Make sure this all goes in ONE document, either a Word document or a PDF.


5. Your john.log file. This file is located in a hidden .john directory off your home directory. Full path: ~/.john/john.log. I want the full file not a screenshot or a copy/paste text, but the actual file submitted. Without this file, you will not receive credit for password audit portion of the assignment.




Example table:


Username  Password  Source  Why? 
a1  a12013 single  combination username and year
b1  X (not broken) 
c1 hello dictionary - common passwords dictionary word
d1 abcxx brute force too short, only uses lower case alphabet
... ... ... ...
z2 alkotyellenesnek
albanian dictionary dictionary word






John The Ripper Details


You do not have to perform a manual installation of John in Linux!


John is super easy to install in Ubuntu/Mint/Debian-based systems: 'sudo aptitude install john'.


You do not have to perform a manual installation of John in Linux!


You have been provided several password dictionaries you may use and you should use them; I'll know if you don't. Additionally, find and use at least one additional password dictionary other than the foreign dictionaries provided. You may want to Google for 'commonly used passwords. COUGH hint, hint COUGH. There should be quite a few results for the Top X Passwords where X is a number between 1 and Too many; some employees may be using some of these common passwords.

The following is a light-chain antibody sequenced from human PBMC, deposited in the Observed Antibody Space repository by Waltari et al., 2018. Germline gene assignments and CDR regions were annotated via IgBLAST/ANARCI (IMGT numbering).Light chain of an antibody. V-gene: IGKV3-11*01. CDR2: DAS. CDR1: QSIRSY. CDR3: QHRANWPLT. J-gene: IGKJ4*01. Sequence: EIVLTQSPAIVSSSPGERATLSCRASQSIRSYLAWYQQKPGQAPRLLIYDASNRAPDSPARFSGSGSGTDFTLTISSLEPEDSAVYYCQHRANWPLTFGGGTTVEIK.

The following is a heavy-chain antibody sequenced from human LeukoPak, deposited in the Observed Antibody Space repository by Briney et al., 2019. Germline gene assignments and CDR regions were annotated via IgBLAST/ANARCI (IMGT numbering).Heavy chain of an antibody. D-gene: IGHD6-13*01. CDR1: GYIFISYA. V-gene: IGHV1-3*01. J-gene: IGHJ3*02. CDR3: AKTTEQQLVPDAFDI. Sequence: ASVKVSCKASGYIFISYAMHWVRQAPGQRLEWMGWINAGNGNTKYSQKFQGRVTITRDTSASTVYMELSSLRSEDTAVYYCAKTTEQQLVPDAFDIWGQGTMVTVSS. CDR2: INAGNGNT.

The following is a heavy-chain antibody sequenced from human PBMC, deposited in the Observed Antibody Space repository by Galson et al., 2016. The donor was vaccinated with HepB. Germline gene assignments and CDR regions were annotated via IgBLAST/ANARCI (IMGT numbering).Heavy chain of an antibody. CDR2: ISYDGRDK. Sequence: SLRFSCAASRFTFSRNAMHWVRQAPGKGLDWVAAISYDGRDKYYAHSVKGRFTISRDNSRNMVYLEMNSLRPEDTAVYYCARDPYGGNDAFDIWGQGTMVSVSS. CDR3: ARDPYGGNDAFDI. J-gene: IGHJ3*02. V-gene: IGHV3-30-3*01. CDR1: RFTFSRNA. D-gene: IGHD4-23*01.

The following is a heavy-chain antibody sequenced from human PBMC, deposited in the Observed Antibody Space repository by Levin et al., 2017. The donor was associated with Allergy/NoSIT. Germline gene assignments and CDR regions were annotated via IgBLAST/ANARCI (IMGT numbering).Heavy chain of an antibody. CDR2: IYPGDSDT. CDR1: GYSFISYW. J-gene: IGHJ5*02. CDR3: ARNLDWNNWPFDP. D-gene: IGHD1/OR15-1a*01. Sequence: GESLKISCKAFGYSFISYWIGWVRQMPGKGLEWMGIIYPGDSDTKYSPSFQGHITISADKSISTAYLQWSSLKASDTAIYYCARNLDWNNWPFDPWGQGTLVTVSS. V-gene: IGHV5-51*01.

Feel free to post links to good dictionaries you may find on your own in the General Discussion or Assignment 1 group. If you alter John's rules and want to share that information, that's fine as well. Do not share broken accounts/passwords for the assignment; that will result in a zero.



Getting Started


Unshadow the passwd and shadow files:


unshadow passwd shadow > unshadowed 



Run John first in Single mode


john --single unshadowed


Break a password or two? Huzzah!  Now, for the dictionary files including the additional dictionary you found. You should make a copy of the found dictionary as all upper case by running this in the terminal:


tr '[:lower:]' '[:upper:]' < yourFoundDictionary > uppercase.dict